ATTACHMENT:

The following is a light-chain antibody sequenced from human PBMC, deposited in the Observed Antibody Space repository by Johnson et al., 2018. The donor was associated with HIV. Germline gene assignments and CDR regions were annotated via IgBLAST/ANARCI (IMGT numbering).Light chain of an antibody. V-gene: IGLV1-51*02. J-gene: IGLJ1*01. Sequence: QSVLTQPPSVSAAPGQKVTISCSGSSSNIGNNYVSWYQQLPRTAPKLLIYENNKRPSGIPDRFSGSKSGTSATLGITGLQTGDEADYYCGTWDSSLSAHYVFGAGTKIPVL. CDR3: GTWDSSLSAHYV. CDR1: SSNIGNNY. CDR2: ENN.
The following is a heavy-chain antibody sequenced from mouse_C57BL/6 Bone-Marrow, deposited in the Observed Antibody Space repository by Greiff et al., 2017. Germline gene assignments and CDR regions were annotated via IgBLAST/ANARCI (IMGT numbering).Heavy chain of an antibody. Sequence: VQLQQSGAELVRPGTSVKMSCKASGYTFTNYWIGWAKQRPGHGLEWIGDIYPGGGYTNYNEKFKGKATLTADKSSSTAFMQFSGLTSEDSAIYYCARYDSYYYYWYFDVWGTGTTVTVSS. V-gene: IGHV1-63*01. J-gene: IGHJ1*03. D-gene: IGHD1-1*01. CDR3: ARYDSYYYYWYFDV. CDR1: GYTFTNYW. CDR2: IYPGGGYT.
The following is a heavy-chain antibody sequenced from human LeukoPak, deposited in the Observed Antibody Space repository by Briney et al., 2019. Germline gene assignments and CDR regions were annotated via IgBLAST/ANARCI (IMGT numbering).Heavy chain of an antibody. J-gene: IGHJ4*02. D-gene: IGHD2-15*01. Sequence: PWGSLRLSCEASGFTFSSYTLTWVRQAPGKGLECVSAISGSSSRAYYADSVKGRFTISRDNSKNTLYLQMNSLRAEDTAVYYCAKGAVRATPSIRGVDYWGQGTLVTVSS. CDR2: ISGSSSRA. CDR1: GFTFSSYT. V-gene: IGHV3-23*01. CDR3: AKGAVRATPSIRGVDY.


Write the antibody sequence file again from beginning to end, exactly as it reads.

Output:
The following is a light-chain antibody sequenced from human PBMC, deposited in the Observed Antibody Space repository by Johnson et al., 2018. The donor was associated with HIV. Germline gene assignments and CDR regions were annotated via IgBLAST/ANARCI (IMGT numbering).Light chain of an antibody. V-gene: IGLV1-51*02. J-gene: IGLJ1*01. Sequence: QSVLTQPPSVSAAPGQKVTISCSGSSSNIGNNYVSWYQQLPRTAPKLLIYENNKRPSGIPDRFSGSKSGTSATLGITGLQTGDEADYYCGTWDSSLSAHYVFGAGTKIPVL. CDR3: GTWDSSLSAHYV. CDR1: SSNIGNNY. CDR2: ENN.
The following is a heavy-chain antibody sequenced from mouse_C57BL/6 Bone-Marrow, deposited in the Observed Antibody Space repository by Greiff et al., 2017. Germline gene assignments and CDR regions were annotated via IgBLAST/ANARCI (IMGT numbering).Heavy chain of an antibody. Sequence: VQLQQSGAELVRPGTSVKMSCKASGYTFTNYWIGWAKQRPGHGLEWIGDIYPGGGYTNYNEKFKGKATLTADKSSSTAFMQFSGLTSEDSAIYYCARYDSYYYYWYFDVWGTGTTVTVSS. V-gene: IGHV1-63*01. J-gene: IGHJ1*03. D-gene: IGHD1-1*01. CDR3: ARYDSYYYYWYFDV. CDR1: GYTFTNYW. CDR2: IYPGGGYT.
The following is a heavy-chain antibody sequenced from human LeukoPak, deposited in the Observed Antibody Space repository by Briney et al., 2019. Germline gene assignments and CDR regions were annotated via IgBLAST/ANARCI (IMGT numbering).Heavy chain of an antibody. J-gene: IGHJ4*02. D-gene: IGHD2-15*01. Sequence: PWGSLRLSCEASGFTFSSYTLTWVRQAPGKGLECVSAISGSSSRAYYADSVKGRFTISRDNSKNTLYLQMNSLRAEDTAVYYCAKGAVRATPSIRGVDYWGQGTLVTVSS. CDR2: ISGSSSRA. CDR1: GFTFSSYT. V-gene: IGHV3-23*01. CDR3: AKGAVRATPSIRGVDY.